7. Payment of Commercial Debts

Mr. Turkel stated that he was somewhat disappointed that the month of June had arrived, and no checks had yet been mailed to American exporters entitling them to the difference between the former official rate, and the rate of 14.20 for their registered commercial debts. The Minister of Finance concurred with Mr. Bridgett that while there were only some 400 checks to be mailed, the burden of calculating the percentages was very considerable, and since the Comptroller of the Republic was following a very tough policy, the checks were not mailed this month because of the lack of a few hundred thousand soles, but would certainly be mailed in the month of June.

8. Peruvian Participation in GATT

Mr. Turkel stated that the Department does not expect to accelerate the entry into force the U.S.-Peruvian schedules to the Torquay Agreement;14 that 15 Contracting Parties to GATT have already approved the membership of Peru, and that it was quite certain that the remaining number necessary to make Peru an acceding Member would shortly be obtained. The Finance Minister was pleased to hear this, and stated [Page 1599]that he would shortly meet with Dr. Jorge Guerinoni to discuss the Supreme Resolution to eliminate the existing 25% ad valorum luxury tax on automobiles.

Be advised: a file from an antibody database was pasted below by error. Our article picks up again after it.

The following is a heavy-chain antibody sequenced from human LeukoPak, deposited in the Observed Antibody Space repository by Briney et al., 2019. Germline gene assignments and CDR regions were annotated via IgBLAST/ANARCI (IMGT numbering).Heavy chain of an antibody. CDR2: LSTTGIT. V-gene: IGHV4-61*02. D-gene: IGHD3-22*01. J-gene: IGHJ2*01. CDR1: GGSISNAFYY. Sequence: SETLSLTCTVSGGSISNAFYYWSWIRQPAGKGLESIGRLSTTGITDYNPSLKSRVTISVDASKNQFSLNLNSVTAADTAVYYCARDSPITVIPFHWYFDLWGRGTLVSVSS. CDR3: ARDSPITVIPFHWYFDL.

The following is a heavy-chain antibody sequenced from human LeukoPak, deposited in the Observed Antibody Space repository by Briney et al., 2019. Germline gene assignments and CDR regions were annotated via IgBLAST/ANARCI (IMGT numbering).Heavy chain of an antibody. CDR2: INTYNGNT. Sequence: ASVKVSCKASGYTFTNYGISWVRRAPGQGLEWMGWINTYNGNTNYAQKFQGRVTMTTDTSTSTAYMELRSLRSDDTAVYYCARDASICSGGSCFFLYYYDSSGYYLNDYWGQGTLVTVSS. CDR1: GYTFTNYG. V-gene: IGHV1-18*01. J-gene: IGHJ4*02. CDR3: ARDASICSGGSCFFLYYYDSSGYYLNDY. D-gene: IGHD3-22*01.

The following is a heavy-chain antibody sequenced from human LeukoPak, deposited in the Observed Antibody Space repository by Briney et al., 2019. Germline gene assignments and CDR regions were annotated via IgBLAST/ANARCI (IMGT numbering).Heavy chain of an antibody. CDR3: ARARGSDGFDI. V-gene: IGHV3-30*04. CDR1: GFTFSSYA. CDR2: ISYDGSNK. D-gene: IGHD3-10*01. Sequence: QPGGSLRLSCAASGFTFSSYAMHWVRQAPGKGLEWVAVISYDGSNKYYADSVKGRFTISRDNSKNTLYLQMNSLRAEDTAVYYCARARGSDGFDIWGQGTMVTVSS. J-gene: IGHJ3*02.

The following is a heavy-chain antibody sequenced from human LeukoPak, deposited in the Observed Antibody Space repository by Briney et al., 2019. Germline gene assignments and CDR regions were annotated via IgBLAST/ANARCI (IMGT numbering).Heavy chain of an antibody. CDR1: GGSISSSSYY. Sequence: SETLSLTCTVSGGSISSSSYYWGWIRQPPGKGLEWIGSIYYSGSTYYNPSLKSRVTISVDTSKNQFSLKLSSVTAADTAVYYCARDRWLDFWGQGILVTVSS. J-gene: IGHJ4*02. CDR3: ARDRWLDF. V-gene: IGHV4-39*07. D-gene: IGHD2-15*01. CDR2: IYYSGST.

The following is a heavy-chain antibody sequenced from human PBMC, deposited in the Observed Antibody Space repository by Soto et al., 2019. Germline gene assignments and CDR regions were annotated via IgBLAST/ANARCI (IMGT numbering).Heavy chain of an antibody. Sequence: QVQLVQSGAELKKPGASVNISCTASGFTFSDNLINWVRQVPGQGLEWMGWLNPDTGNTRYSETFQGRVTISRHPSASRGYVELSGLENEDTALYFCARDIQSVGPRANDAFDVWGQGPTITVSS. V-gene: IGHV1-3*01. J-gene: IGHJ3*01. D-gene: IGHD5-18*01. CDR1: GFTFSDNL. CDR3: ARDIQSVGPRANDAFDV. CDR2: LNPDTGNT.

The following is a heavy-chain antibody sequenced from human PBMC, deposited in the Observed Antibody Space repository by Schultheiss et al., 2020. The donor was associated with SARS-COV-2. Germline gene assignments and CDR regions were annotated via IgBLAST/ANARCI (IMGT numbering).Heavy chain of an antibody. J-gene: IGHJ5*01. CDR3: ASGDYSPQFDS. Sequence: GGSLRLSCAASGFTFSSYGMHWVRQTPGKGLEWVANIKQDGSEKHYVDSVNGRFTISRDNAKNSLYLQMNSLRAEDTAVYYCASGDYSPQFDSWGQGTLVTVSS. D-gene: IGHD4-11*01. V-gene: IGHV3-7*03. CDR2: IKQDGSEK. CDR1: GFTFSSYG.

In summary, the Minister of Finance again displayed his usual fine understanding and sympathy, but it seems clear that the Peruvians feel that they are receiving scant assistance from the United States in comparison with other countries of the Western Hemisphere.

For the Chargé d’Affaires a.i.;
Harry R. Turkey

Counselor of Embassy for Economic Affairs
  1. Andrés F. Dasso, Peruvian Minister of Finance.
  2. Harry R. Turkel, Counselor of Embassy for Economic Affairs.
  3. W. Charles Bridgett, Assistant Attaché.
  4. Such information was furnished by the Department of State to the Embassy in Peru for transmission to the Peruvian Government in airgram 7, July 7, 1951, not printed (795B.5/6–1251).
  5. Not printed.
  6. Acting Assistant Deputy Administrator, Technical Cooperation Administration.
  7. Carlos Salazar Southwell.
  8. Second Secretary, Peruvian Embassy.
  9. Claude W. Courand was detailed to the Department of Commerce, May 15, 1950, as Assistant Director, American Republics Division, Office of the Assistant Director for Export Supply, Bureau of Foreign and Domestic Commerce.
  10. For documentation on the understanding concerning copper reached between the United States and Chile in April-May 1951, see pp. 1238 ff.
  11. Robert P. Koenig, President, Cerro de Pasco Copper Corporation. 5–2451).
  12. Apparent reference to instruction 140, May 24, 1951, not printed (723.56/5–2451).
  13. In a note to the Peruvian Embassy, dated May 24, 1951, not printed, the Department of State informed the Embassy that the amount of $2,970,742 remained unpaid on Peru’s lend-lease debt, and indicated that the United States was still awaiting receipt from the Peruvian Government of a settlement proposal (723.56/5–2451). No such proposal was offered by the Peruvian Government in 1951.
  14. For text of the Torquay Protocol to the General Agreement on Tariffs and Trade, dated at Torquay, April 12, 1951, and entered into force for the United States June 6, 1951, see TIAS No. 2420, or 3 UST 588.